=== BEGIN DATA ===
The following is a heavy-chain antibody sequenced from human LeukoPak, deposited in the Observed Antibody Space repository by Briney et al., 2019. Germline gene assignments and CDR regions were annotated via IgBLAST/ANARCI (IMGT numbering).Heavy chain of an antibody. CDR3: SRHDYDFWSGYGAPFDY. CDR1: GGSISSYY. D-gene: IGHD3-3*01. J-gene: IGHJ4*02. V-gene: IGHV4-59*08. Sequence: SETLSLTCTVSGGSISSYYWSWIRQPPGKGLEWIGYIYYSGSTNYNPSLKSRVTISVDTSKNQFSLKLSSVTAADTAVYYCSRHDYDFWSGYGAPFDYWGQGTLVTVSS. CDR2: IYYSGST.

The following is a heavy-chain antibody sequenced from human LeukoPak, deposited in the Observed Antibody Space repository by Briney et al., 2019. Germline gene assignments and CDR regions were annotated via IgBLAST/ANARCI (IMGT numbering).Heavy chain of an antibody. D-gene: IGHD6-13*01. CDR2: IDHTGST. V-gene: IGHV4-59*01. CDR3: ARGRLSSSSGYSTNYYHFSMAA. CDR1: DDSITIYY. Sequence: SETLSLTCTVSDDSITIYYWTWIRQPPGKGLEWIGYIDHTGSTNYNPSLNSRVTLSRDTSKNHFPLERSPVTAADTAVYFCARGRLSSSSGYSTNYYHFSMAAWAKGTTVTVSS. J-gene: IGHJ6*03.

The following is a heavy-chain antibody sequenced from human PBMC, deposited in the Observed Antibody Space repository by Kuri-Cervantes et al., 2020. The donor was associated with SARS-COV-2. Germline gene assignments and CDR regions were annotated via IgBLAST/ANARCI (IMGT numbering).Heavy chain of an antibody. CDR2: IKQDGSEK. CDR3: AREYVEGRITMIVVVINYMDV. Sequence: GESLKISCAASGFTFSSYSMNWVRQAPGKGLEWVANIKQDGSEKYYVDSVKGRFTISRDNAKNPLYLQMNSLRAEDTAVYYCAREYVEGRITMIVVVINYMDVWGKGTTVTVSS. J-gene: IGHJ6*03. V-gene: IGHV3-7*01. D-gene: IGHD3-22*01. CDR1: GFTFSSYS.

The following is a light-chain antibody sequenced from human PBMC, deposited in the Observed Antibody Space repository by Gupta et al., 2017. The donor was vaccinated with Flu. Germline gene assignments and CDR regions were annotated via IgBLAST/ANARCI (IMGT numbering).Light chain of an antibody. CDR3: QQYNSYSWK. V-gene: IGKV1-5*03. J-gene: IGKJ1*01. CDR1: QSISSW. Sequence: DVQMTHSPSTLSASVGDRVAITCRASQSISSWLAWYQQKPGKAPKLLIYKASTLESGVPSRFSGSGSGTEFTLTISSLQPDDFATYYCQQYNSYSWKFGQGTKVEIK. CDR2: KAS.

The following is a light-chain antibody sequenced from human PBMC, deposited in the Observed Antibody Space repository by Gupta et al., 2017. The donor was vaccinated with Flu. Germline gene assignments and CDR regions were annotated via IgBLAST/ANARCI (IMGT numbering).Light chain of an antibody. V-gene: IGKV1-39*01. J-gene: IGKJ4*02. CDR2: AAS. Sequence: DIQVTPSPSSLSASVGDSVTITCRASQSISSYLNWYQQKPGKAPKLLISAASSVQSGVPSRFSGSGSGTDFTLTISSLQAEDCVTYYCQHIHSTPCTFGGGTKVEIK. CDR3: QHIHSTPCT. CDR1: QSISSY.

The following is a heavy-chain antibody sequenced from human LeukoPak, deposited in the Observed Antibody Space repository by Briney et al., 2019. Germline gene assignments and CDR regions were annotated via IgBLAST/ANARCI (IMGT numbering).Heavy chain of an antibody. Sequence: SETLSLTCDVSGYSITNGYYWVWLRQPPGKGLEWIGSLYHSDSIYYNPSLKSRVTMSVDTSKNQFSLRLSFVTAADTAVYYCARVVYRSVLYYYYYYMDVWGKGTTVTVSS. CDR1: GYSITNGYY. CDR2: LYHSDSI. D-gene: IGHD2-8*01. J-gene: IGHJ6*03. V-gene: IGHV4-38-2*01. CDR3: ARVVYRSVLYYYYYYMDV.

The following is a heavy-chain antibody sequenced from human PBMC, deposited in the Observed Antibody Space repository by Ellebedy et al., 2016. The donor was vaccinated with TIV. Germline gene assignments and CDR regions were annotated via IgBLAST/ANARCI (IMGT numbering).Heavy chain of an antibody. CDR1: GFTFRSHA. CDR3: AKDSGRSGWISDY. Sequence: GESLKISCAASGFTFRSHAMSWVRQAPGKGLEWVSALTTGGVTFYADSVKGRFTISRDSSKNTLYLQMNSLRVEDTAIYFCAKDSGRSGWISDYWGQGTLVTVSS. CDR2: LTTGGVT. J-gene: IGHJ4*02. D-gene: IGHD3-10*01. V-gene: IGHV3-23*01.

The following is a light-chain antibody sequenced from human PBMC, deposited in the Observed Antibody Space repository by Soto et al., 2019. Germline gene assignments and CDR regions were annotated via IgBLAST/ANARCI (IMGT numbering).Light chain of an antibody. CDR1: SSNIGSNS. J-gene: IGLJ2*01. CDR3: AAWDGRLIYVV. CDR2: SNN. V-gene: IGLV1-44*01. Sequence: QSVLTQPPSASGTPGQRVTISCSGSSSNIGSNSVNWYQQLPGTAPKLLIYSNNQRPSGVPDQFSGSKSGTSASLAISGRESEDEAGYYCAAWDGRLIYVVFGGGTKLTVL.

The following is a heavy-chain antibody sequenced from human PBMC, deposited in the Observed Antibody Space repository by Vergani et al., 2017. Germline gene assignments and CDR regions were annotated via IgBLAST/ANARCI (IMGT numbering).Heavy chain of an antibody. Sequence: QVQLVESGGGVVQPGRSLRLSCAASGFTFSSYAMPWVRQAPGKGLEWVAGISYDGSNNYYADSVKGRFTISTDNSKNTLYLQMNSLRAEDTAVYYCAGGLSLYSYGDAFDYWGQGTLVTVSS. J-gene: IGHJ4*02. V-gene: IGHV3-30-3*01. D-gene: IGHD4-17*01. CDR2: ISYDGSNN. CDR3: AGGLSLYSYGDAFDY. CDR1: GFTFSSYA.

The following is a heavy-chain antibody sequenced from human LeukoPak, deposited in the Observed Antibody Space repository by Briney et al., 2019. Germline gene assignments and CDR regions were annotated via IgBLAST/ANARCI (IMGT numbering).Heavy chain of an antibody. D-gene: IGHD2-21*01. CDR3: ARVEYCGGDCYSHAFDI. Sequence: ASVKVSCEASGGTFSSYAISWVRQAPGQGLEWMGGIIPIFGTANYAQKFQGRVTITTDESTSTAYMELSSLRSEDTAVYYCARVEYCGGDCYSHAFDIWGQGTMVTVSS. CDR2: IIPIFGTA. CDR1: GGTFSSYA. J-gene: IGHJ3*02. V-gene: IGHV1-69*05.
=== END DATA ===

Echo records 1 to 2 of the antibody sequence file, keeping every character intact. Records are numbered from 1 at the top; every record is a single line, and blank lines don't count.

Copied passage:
The following is a heavy-chain antibody sequenced from human LeukoPak, deposited in the Observed Antibody Space repository by Briney et al., 2019. Germline gene assignments and CDR regions were annotated via IgBLAST/ANARCI (IMGT numbering).Heavy chain of an antibody. CDR3: SRHDYDFWSGYGAPFDY. CDR1: GGSISSYY. D-gene: IGHD3-3*01. J-gene: IGHJ4*02. V-gene: IGHV4-59*08. Sequence: SETLSLTCTVSGGSISSYYWSWIRQPPGKGLEWIGYIYYSGSTNYNPSLKSRVTISVDTSKNQFSLKLSSVTAADTAVYYCSRHDYDFWSGYGAPFDYWGQGTLVTVSS. CDR2: IYYSGST.

The following is a heavy-chain antibody sequenced from human LeukoPak, deposited in the Observed Antibody Space repository by Briney et al., 2019. Germline gene assignments and CDR regions were annotated via IgBLAST/ANARCI (IMGT numbering).Heavy chain of an antibody. D-gene: IGHD6-13*01. CDR2: IDHTGST. V-gene: IGHV4-59*01. CDR3: ARGRLSSSSGYSTNYYHFSMAA. CDR1: DDSITIYY. Sequence: SETLSLTCTVSDDSITIYYWTWIRQPPGKGLEWIGYIDHTGSTNYNPSLNSRVTLSRDTSKNHFPLERSPVTAADTAVYFCARGRLSSSSGYSTNYYHFSMAAWAKGTTVTVSS. J-gene: IGHJ6*03.